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Summary Article: Streetcar Named Desire, A
from Movies in American History: An Encyclopedia

Elia Kazan's A Streetcar Named Desire (1951) is a film adaptation of the Tennessee Williams play of the same name. The play, also directed by Kazan, won the Pulitzer Prize, the New York Drama Critics' Circle Award, and a Tony Award. Following on the success of the play, the film received 12 Oscar nominations and helped to make Marlon Brando a Hollywood superstar. Except for Vivien Leigh, all of the actors from the original Broadway production played their stage roles on-screen. Working closely on both the theatre and film productions of Streetcar, Williams and Kazan pioneered the concept of subjective realism and opened up discussions of the portrayal of male and female sexuality on stage and screen.

The film centers on Blanche DuBois's gradual descent into madness. After losing the family plantation, Belle Reve, as well as her position as a schoolteacher, Blanche moves to New Orleans to share a two-room apartment in the French Quarter with her sister, Stella Kowalski (Kim Hunter), and her brutish, cynical brother-in-law, Stanley Kowalski (Brando). Tennessee Williams described A Streetcar Named Desire as a “tragedy of misunderstandings,” and the misunderstandings become apparent from the very beginning of the picture (Murphy, 1992). Blanche makes it seem as though she took a leave of absence from the school, when in fact, she was terminated after becoming sexually involved with a student. She then accuses Stella of only desiring Stanley sexually, instead of truly loving him; an accusation that rings true on one level, as Stella's relationship with Stanley appears at least partially based on her need for his protection to survive the harsh life of the French Quarter.

Marlon Brando and Kim Hunter in a dramatic scene from A Streetcar Named Desire written by Tennessee Williams and directed by Elia Kazan. (Hulton Archive/Getty Images)

Significantly, Blanche gives vague answers to questions or avoids them completely, although she claims to tell the truth in regard to really important matters. While on a date with her ultrasensitive and emotionally unaware suitor Mitch (Karl Malden), she reveals that she feels responsible for the death of her husband, Allan Gray, who publically shot himself at a party after revealing his homosexuality to Blanche. When Mitch confronts her about her past indiscretions, Blanche confesses to “many meetings with strangers,” but declares that she “never lied in [her] heart.” Mitch chooses to believe Stanley's version of the truth, and so he leaves Blanche to endure life alone. What initially seems like conceit eventually reveals itself to be a defensive strategy employed by Blanche in an attempt to survive an unforgiving, post–World War II American society.

For the film adaptation, director Kazan strove to transfer the stage version to the screen, to include its themes, and insisted on using the Broadway cast in order to keep the integrity of the play intact. Warner Bros., though, wanted Kazan to cast someone with more box-office draw than Jessica Tandy in the role of Blanche, thus the choice of Leigh (Freeman, 1995). Although Kazan reluctantly agreed to the requests of the studio, the film still became a victim of the Hollywood Censorship Office. For fear of receiving a “C,” or “condemned” rating from the League of Decency, whose morality code inspired the Hollywood production code, Warner Brothers demanded the deletion of lines and scenes, in addition to a changed ending (Freeman 1995). In the stage version, Stella commits Blanche to an insane asylum and remains with Stanley as a means of survival. In the film version, however, we see a more morally and socially acceptable ending where Stella whispers to her new baby that they are never going back to Stanley again (Thomson, 2003). She then takes the newborn baby in her arms and runs upstairs to the neighbor's apartment. Kazan and Williams both felt that the movie's changed ending ruined the story's effectiveness in that Stella's actions seem absurd in the context of the rest of the film (Freeman, 1995, 28–29). As a whole, A Streetcar Named Desire remained controversial, regardless of the producer's cuts. In 1993, Fox released the director's cut of the film that includes three minutes of excised footage that underscored the sexual tension between Stanley and Blanche, as well as Stella's passion for her husband. The film remains a landmark in American film for the social issues it raised during a time of moral consciousness in American culture.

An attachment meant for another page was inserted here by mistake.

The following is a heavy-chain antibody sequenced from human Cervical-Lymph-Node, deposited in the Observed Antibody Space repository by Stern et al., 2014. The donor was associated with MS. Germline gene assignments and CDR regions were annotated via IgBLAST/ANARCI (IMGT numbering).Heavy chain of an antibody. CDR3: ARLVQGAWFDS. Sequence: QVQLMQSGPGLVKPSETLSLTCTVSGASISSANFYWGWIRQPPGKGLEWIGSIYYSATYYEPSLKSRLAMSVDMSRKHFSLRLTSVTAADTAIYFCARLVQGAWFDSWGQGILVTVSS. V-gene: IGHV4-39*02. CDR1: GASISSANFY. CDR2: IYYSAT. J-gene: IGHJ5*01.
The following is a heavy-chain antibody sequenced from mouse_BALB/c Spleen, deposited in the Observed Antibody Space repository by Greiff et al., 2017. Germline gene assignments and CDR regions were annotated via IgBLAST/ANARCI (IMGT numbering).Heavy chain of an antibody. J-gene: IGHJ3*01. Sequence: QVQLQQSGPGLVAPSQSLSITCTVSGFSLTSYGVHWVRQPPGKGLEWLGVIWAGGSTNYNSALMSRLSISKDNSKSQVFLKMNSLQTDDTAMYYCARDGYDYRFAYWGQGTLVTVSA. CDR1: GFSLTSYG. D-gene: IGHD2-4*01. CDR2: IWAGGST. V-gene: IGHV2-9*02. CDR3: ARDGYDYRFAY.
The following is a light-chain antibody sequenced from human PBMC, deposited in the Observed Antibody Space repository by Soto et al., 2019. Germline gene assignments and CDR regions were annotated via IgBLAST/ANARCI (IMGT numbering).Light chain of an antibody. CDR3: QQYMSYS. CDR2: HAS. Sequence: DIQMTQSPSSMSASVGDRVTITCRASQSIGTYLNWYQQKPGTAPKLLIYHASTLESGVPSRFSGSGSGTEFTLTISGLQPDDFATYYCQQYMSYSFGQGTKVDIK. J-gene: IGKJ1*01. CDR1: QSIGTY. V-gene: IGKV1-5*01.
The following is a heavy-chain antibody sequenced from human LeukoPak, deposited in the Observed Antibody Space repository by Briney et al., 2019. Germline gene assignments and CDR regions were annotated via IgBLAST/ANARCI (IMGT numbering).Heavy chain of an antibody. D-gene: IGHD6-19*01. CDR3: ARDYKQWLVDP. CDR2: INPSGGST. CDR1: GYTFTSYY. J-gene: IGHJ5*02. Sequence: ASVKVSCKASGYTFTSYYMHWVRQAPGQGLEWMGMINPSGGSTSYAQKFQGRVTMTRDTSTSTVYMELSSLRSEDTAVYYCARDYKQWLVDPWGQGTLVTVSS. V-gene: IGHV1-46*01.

See also: Brando, Marlon; Kazan, Elia; Melodrama, The

  • Freeman, Koina. Derailment of A Streetcar Named Desire: Compromise of a Theatrical Document through Translation to the Screen. California State University, Long Beach Unpublished master's thesis, 1995.
  • Murphy, Brenda. Tennessee Williams and Elia Kazan. Cambridge, UK: Cambridge University Press, 1992.
  • Thomson, David. Marlon Brando. DK Publishing New York, 2003.
  • Morrison, Jennifer K.
    Copyright 2011 by ABC-CLIO, LLC

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